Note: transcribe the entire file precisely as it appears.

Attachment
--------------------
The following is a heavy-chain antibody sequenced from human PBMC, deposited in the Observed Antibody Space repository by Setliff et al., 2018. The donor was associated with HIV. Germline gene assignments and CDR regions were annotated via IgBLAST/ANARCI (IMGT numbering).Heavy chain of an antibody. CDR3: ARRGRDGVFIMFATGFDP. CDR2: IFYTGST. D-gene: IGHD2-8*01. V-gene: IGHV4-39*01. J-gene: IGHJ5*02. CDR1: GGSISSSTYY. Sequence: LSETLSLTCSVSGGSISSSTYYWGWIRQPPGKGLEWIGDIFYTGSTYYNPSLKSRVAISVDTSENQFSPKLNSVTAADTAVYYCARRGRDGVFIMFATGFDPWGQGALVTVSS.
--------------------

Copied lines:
The following is a heavy-chain antibody sequenced from human PBMC, deposited in the Observed Antibody Space repository by Setliff et al., 2018. The donor was associated with HIV. Germline gene assignments and CDR regions were annotated via IgBLAST/ANARCI (IMGT numbering).Heavy chain of an antibody. CDR3: ARRGRDGVFIMFATGFDP. CDR2: IFYTGST. D-gene: IGHD2-8*01. V-gene: IGHV4-39*01. J-gene: IGHJ5*02. CDR1: GGSISSSTYY. Sequence: LSETLSLTCSVSGGSISSSTYYWGWIRQPPGKGLEWIGDIFYTGSTYYNPSLKSRVAISVDTSENQFSPKLNSVTAADTAVYYCARRGRDGVFIMFATGFDPWGQGALVTVSS.